S. Bélanger, M. Abran, X. Intes, C. Casanova, and F. Lesage, “Real-time diffuse optical tomography based on structured illumination,” J. Biomed. Opt. 15(1), 016006 (2010).
[Crossref]

Li, B. W.

Li, J.

Li, T. X.

Liaw, L. H.

J. Q. Nguyen, C. Crouzet, T. Mai, K. Riola, D. Uchitel, L. H. Liaw, N. Bernal, A. Ponticorvo, B. Choi, and A. J. Durkin, “Spatial frequency domain imaging of burn wounds in a preclinical model of graded burn severity,” J. Biomed. Opt. 18(6), 066010 (2013).
[Crossref]

Lin, W. H.

M. Xu, Z. L. Cao, W. H. Lin, X. L. Chen, L. F. Zheng, and B. X. Zeng, “Single snapshot multiple frequency modulated imaging of subsurface optical properties of turbid media with structured light,” AIP Adv. 6(12), 125208 (2016).
[Crossref]

Liu, B. L.

B. L. Liu, Z. H. Yang, X. Liu, and L. A. Wu, “Coloured computational imaging with single-pixel detectors based on a 2D discrete cosine transform,” J. Mod. Opt. 64(3), 259–264 (2017).
[Crossref]

Liu, H. C.

Liu, X.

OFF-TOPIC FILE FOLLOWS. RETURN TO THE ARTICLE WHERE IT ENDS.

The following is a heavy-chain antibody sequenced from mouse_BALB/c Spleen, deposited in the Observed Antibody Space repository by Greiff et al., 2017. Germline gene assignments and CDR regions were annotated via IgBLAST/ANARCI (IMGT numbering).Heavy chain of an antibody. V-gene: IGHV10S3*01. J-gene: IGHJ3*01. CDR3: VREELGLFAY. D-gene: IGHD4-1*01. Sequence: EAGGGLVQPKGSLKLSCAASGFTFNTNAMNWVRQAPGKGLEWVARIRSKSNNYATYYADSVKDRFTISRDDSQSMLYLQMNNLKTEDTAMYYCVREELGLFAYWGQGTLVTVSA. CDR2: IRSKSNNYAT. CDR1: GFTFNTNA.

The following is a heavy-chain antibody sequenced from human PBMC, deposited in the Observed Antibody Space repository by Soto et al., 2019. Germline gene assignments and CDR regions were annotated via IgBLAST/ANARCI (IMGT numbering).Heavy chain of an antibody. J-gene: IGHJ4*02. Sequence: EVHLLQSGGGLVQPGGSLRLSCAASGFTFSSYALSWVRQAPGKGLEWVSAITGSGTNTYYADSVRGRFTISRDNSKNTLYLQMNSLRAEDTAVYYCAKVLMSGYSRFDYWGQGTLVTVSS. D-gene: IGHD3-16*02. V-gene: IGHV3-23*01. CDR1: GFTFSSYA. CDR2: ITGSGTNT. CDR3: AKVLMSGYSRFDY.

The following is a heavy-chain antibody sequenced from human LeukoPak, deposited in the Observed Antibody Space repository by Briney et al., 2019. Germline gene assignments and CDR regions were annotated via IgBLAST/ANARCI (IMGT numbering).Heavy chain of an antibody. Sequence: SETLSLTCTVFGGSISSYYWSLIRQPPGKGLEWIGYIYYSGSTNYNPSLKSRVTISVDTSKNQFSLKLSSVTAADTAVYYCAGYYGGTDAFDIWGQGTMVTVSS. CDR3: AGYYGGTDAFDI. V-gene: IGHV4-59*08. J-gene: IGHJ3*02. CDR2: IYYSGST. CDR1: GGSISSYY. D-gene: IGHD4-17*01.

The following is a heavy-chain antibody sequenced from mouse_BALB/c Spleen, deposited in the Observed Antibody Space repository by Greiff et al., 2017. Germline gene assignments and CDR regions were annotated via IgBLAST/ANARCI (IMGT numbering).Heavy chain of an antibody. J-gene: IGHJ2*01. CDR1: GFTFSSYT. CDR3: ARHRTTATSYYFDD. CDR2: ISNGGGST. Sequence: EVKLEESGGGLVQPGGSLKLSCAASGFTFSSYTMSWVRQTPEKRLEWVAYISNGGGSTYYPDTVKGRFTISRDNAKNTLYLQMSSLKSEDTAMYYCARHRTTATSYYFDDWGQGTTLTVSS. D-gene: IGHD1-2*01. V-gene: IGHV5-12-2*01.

B. L. Liu, Z. H. Yang, X. Liu, and L. A. Wu, “Coloured computational imaging with single-pixel detectors based on a 2D discrete cosine transform,” J. Mod. Opt. 64(3), 259–264 (2017).
[Crossref]

Lo, J.

Luu, L.

Mai, T.

J. Q. Nguyen, C. Crouzet, T. Mai, K. Riola, D. Uchitel, L. H. Liaw, N. Bernal, A. Ponticorvo, B. Choi, and A. J. Durkin, “Spatial frequency domain imaging of burn wounds in a preclinical model of graded burn severity,” J. Biomed. Opt. 18(6), 066010 (2013).
[Crossref]

Mazhar, A.

S. Gioux, A. Mazhar, and D. J. Cuccia, “Spatial Frequency Domain Imaging in 2019: Principles, Applications and Perspectives,” J. Biomed. Opt. 24(7), 071613 (2019).
[Crossref]

R. Hachadorian, P. Bruza, M. Jermyn, A. Mazhar, D. Cuccia, L. Jarvis, D. Gladstone, and B. Pogue, “Correcting Cherenkov light attenuation in tissue using spatial frequency domain imaging for quantitative surface dosimetry during whole breast radiation therapy,” J. Biomed. Opt. 24(7), 071609 (2018).
[Crossref]

T. A. Erickson, A. Mazhar, D. J. Cuccia, A. J. Durkin, and J. W. Tunnell, “Lookup-table method for imaging optical properties with structured illumination beyond the diffusion theory regime,” J. Biomed. Opt. 15(3), 036013 (2010).
[Crossref]

S. Gioux, A. Mazhar, D. J. Cuccia, A. J. Durkin, B. J. Tromberg, and J. V. Frangioni, “Three-dimensional surface profile intensity correction for spatially modulated imaging,” J. Biomed. Opt. 14(3), 034045 (2009).
[Crossref]

Minnaert, M.

M. Minnaert, “The reciprocity principle in lunar photometry,” Astrophys. J. 93, 403–410 (1941).
[Crossref]

Murray-Smith, R.